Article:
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 Mar 14, 2017 - Mathieu Function Eigenvalues  Greetings PLANETQUANTUM.COM visitor. Today we discuss Mathieu function eigenvalue formulas.

## Mathieu Functions

Mathieu functions  are periodic solutions of differential equation having periods π and 2π for p=0 and p=1 respectively. Even solutions ceν(x,q) (ν=0,1,2,...) and odd solutions seν(x,q) (ν=1,2,...) correspond to countably many eigenvalues λ(q)=aν(q) and bν(q) respectively. Additionally, aν(q) and bν(q)=ν2+O(q) for q near 0 . The coefficients Aj and Bj satisfy recurrences        It is also usual to apply one of the normalization conditions ## Continued Fractions Involving λ

Let The Aj recurrences of the preceding section lead to  Further considerations get Wang & Guo p621 formula (3) Letting ν=0 and k=0 gets Wang & Guo p621 formula (4) for even ν period π solutions. Another observation gets Wang & Guo p621 formula (5) We like to use formula (5) to compute b2(q). From formula (5), we see b2(q)=4+O(q^2) for small q. Substituting λ=4+O(q^2) into the RHS of formula (5) gets Iterating gets better approximations:  The procedure is automated in MathieuFormulaB2.q.txt. Using MathieuFormulaB2.q.txt and similar code, we can derive formulas for aν(q) and bν(q) when ν≤10 .

We use Wang & Guo p621 (3), p623 (8), p623 (11), p621 (5), and p627 (7) to compute aν(q) for even ν≥0, a1(q) and b1(q), aν(q) and bν(q) for odd ν≥3, b2(q), and bν(q) for even ν≥4, respectively. For brevity, we omit detailing these cases. Some typos discovered on Wang & Guo p623 are mentioned in our MathieuFormulaB2.q.txt code comments.

## Formulas for aν(q) and bν(q) when ν≤10

The following formulas we've generated may be compared with Abramowitz & Stegun p724 20.2.25, Wang & Guo pp628-629 (4), and NIST 28.6.1-13 (see References):

Formula for a0(q): Formula for a1(q): Formula b1(q)=a1(-q).

Formula for a2(q): Formula for b2(q): Formula for a3(q): Formula b3(q)=a3(-q).

Formula for a4(q): Formula for b4(q): Formula for a5(q): Formula b5(q)=a5(-q).

Formula for a6(q): Formula for b6(q): Formula for a7(q): Formula b7(q)=a7(-q).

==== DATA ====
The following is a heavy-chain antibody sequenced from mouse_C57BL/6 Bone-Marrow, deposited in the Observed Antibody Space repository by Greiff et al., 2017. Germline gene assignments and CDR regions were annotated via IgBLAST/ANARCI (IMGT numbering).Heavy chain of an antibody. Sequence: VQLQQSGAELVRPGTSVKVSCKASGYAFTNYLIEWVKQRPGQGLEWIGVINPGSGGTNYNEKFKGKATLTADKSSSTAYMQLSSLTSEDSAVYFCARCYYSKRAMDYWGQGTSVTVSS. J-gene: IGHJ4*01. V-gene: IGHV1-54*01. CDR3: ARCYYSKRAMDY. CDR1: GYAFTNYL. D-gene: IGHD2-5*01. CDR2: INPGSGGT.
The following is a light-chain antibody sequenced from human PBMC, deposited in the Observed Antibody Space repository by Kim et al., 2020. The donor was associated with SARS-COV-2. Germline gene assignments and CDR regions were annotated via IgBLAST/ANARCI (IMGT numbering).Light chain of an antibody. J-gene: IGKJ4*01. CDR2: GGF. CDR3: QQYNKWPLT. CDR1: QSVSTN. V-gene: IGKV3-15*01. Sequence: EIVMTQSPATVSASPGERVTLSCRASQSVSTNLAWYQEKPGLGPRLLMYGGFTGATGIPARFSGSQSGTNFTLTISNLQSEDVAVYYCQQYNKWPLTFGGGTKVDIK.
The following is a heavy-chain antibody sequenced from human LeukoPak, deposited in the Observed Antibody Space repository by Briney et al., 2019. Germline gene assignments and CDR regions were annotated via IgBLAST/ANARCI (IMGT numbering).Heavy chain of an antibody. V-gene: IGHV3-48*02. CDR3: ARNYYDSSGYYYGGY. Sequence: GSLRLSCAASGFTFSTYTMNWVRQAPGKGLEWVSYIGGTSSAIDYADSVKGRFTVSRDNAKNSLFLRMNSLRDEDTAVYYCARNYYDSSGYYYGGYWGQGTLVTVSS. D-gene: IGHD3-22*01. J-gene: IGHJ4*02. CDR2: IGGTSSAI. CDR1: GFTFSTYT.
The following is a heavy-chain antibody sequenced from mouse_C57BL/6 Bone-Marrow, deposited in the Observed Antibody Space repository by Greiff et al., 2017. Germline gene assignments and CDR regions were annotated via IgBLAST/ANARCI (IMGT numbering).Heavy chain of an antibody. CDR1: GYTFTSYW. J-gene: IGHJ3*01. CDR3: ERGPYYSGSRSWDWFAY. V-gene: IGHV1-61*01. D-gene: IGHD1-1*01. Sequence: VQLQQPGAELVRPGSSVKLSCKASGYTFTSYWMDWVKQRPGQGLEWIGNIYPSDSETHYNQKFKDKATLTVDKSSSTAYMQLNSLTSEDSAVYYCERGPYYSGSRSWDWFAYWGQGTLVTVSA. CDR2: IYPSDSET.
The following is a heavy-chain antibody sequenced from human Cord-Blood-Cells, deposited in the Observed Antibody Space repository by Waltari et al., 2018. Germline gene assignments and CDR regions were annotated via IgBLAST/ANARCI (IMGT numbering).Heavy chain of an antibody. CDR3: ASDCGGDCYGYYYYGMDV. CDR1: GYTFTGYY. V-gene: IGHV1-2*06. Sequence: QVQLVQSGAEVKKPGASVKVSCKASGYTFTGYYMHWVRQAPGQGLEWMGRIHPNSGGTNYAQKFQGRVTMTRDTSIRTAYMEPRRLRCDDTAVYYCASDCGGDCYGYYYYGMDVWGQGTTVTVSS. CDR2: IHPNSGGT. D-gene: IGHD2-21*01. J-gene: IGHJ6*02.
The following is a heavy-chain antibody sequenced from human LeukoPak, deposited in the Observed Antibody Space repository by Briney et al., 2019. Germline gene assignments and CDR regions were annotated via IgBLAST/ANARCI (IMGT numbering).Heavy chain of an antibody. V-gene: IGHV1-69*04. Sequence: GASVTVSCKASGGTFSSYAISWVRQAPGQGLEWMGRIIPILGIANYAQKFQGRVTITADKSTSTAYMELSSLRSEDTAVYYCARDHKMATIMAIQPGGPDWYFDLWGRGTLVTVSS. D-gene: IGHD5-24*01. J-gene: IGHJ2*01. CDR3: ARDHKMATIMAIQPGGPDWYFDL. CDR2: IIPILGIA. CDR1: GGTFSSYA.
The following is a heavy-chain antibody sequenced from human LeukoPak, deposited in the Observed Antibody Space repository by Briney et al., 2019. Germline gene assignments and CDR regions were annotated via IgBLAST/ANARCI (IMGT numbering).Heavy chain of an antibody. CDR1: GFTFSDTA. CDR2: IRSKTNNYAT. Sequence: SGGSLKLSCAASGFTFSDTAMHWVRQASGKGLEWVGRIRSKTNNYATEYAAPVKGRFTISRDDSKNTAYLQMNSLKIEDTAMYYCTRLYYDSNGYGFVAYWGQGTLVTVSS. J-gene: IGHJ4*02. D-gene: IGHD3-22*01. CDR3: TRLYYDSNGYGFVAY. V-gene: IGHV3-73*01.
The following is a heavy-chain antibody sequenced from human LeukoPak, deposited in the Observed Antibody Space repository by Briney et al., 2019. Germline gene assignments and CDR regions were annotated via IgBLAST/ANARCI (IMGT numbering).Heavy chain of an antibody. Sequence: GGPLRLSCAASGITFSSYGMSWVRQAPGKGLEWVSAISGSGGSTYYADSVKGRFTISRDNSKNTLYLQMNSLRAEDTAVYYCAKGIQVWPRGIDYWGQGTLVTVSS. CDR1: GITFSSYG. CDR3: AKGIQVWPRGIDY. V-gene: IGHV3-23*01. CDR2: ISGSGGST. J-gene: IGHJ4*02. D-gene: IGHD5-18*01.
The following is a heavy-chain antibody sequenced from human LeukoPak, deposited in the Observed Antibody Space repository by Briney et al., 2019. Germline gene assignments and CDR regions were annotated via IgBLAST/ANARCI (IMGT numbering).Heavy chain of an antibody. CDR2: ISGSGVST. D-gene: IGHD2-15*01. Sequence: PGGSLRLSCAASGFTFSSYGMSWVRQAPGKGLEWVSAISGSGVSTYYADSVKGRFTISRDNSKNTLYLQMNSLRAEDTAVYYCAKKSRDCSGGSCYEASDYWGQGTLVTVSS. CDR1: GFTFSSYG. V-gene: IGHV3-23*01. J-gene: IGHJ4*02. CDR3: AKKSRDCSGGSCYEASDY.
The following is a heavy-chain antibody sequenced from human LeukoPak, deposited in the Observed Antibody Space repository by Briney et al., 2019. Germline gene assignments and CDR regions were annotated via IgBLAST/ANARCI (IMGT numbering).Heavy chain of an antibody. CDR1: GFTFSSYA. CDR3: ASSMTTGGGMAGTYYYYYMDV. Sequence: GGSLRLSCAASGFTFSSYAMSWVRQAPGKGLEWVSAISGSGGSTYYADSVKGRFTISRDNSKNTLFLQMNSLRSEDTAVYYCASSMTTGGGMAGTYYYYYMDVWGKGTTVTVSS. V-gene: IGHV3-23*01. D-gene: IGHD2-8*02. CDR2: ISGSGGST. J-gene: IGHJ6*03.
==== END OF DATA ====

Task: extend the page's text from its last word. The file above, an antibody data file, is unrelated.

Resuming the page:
Formula for a8(q): Formula for b8(q): Formula for a9(q): Formula b9(q)=a9(-q).

Formula for a10(q): Formula for b10(q): We've placed these formulas in text form in News170314.q.txt .

## Formula for aν(q) and bν(q) when ν≥11

We can also generate general formulas for symbolic ν≥N where N can take on various concrete values. The next formula may be compared with Abramowitz & Stegun p724 20.2.26, Wang & Guo p629 (5), and NIST 28.6.14 (see References). The formula does not imply aν(q)=bν(q), just aν(q)=bν(q)+O(q11).

Formula for aν(q) and bν(q) when ν≥11: ## _FloatMathieuEigenB2

Let's describe a function FloatMathieuEigenB2 for computing b2(q) using continued fraction convergents. In general, numerators pn and denominators qn of successive convergents pn/qn of a continued fraction satisfy recurrence relations Letting gets us a numerical implementation of Wang & Guo p621 formula (5). Starting with small q and initial approximation λ=4 for b2(q), repeatedly applying Wang & Guo p621 formula (5) gives increasingly better approximations converging to b2(q). We've implemented this theory by two functions _FloatMathieuEigenB2 and _FloatMathieuEigenB2Step in FloatMathieuEigenB2.q.txt. Let's try it out.

>(MathieuB 2 0.5)
3.979189215751358
>(Eval (Subst 'q 0.5 b2))
3.979189215751358
>(MathieuB 2 5.)
2.099460445486666
>(Eval (Subst 'q 5. b2))
2.099593807819844
>(SetPrecision 3000)
3000
>(MathieuB 2 5.)
2.09946044548666536395565456881965731303214394331170320017824203\